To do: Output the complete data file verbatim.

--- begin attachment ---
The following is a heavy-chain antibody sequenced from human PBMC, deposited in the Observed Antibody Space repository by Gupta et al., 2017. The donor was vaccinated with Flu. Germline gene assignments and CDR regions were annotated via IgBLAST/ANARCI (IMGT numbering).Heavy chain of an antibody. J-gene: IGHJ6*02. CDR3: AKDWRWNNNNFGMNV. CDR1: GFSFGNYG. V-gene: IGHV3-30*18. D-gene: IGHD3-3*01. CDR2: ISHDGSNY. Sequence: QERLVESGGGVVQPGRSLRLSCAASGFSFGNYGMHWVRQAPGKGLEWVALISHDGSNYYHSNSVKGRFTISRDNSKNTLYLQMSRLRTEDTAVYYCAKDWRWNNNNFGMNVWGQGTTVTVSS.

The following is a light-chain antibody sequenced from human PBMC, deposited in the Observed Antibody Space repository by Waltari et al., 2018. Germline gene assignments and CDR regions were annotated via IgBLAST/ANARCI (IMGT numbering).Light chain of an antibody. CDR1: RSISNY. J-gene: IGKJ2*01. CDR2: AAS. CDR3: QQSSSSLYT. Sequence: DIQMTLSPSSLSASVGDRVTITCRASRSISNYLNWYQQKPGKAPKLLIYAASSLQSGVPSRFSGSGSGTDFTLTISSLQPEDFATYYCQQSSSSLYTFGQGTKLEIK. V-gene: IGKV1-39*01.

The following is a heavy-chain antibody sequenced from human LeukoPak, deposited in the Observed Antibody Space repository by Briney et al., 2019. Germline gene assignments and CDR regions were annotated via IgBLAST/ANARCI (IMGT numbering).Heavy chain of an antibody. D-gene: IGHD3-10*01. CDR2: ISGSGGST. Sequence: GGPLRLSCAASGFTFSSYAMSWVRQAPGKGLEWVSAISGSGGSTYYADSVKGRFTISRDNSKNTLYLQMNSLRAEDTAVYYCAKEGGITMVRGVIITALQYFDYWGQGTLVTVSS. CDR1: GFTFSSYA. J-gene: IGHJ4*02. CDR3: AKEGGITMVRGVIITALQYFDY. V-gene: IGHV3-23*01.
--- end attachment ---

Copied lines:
The following is a heavy-chain antibody sequenced from human PBMC, deposited in the Observed Antibody Space repository by Gupta et al., 2017. The donor was vaccinated with Flu. Germline gene assignments and CDR regions were annotated via IgBLAST/ANARCI (IMGT numbering).Heavy chain of an antibody. J-gene: IGHJ6*02. CDR3: AKDWRWNNNNFGMNV. CDR1: GFSFGNYG. V-gene: IGHV3-30*18. D-gene: IGHD3-3*01. CDR2: ISHDGSNY. Sequence: QERLVESGGGVVQPGRSLRLSCAASGFSFGNYGMHWVRQAPGKGLEWVALISHDGSNYYHSNSVKGRFTISRDNSKNTLYLQMSRLRTEDTAVYYCAKDWRWNNNNFGMNVWGQGTTVTVSS.

The following is a light-chain antibody sequenced from human PBMC, deposited in the Observed Antibody Space repository by Waltari et al., 2018. Germline gene assignments and CDR regions were annotated via IgBLAST/ANARCI (IMGT numbering).Light chain of an antibody. CDR1: RSISNY. J-gene: IGKJ2*01. CDR2: AAS. CDR3: QQSSSSLYT. Sequence: DIQMTLSPSSLSASVGDRVTITCRASRSISNYLNWYQQKPGKAPKLLIYAASSLQSGVPSRFSGSGSGTDFTLTISSLQPEDFATYYCQQSSSSLYTFGQGTKLEIK. V-gene: IGKV1-39*01.

The following is a heavy-chain antibody sequenced from human LeukoPak, deposited in the Observed Antibody Space repository by Briney et al., 2019. Germline gene assignments and CDR regions were annotated via IgBLAST/ANARCI (IMGT numbering).Heavy chain of an antibody. D-gene: IGHD3-10*01. CDR2: ISGSGGST. Sequence: GGPLRLSCAASGFTFSSYAMSWVRQAPGKGLEWVSAISGSGGSTYYADSVKGRFTISRDNSKNTLYLQMNSLRAEDTAVYYCAKEGGITMVRGVIITALQYFDYWGQGTLVTVSS. CDR1: GFTFSSYA. J-gene: IGHJ4*02. CDR3: AKEGGITMVRGVIITALQYFDY. V-gene: IGHV3-23*01.